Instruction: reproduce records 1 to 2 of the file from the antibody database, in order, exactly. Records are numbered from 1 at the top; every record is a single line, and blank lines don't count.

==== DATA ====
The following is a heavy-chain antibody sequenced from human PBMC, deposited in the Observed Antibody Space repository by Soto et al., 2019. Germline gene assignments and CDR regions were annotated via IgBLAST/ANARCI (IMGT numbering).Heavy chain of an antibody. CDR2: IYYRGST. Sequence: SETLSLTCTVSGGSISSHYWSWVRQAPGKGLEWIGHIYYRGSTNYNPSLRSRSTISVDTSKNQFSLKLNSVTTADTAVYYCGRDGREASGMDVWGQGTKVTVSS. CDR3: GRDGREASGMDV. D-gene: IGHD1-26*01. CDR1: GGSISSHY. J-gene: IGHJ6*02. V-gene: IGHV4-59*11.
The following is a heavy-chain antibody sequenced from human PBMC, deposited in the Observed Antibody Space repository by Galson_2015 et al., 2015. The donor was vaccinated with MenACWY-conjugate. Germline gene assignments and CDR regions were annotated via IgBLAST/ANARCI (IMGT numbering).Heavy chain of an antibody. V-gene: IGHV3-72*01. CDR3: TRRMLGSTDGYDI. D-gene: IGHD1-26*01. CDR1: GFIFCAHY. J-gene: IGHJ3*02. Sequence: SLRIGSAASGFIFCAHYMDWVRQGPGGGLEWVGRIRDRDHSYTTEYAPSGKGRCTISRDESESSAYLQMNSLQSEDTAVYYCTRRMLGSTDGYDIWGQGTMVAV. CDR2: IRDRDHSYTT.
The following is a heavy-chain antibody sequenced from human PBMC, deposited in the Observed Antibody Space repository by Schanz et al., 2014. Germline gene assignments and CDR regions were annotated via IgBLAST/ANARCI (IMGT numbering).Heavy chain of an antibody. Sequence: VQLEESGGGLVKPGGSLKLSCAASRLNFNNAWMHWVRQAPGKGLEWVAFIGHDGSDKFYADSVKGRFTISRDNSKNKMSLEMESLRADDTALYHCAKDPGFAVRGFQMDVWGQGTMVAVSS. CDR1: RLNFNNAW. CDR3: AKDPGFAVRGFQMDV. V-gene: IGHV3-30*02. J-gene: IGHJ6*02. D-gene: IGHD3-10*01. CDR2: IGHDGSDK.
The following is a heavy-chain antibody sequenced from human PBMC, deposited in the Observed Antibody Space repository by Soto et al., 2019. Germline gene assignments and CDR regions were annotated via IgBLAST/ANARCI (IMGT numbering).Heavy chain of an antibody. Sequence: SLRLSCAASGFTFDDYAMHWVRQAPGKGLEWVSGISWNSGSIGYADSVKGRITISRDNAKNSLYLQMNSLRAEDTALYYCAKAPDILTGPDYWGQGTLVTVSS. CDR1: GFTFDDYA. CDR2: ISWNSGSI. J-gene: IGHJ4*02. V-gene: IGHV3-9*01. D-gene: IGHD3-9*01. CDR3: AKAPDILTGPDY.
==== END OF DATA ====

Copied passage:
The following is a heavy-chain antibody sequenced from human PBMC, deposited in the Observed Antibody Space repository by Soto et al., 2019. Germline gene assignments and CDR regions were annotated via IgBLAST/ANARCI (IMGT numbering).Heavy chain of an antibody. CDR2: IYYRGST. Sequence: SETLSLTCTVSGGSISSHYWSWVRQAPGKGLEWIGHIYYRGSTNYNPSLRSRSTISVDTSKNQFSLKLNSVTTADTAVYYCGRDGREASGMDVWGQGTKVTVSS. CDR3: GRDGREASGMDV. D-gene: IGHD1-26*01. CDR1: GGSISSHY. J-gene: IGHJ6*02. V-gene: IGHV4-59*11.
The following is a heavy-chain antibody sequenced from human PBMC, deposited in the Observed Antibody Space repository by Galson_2015 et al., 2015. The donor was vaccinated with MenACWY-conjugate. Germline gene assignments and CDR regions were annotated via IgBLAST/ANARCI (IMGT numbering).Heavy chain of an antibody. V-gene: IGHV3-72*01. CDR3: TRRMLGSTDGYDI. D-gene: IGHD1-26*01. CDR1: GFIFCAHY. J-gene: IGHJ3*02. Sequence: SLRIGSAASGFIFCAHYMDWVRQGPGGGLEWVGRIRDRDHSYTTEYAPSGKGRCTISRDESESSAYLQMNSLQSEDTAVYYCTRRMLGSTDGYDIWGQGTMVAV. CDR2: IRDRDHSYTT.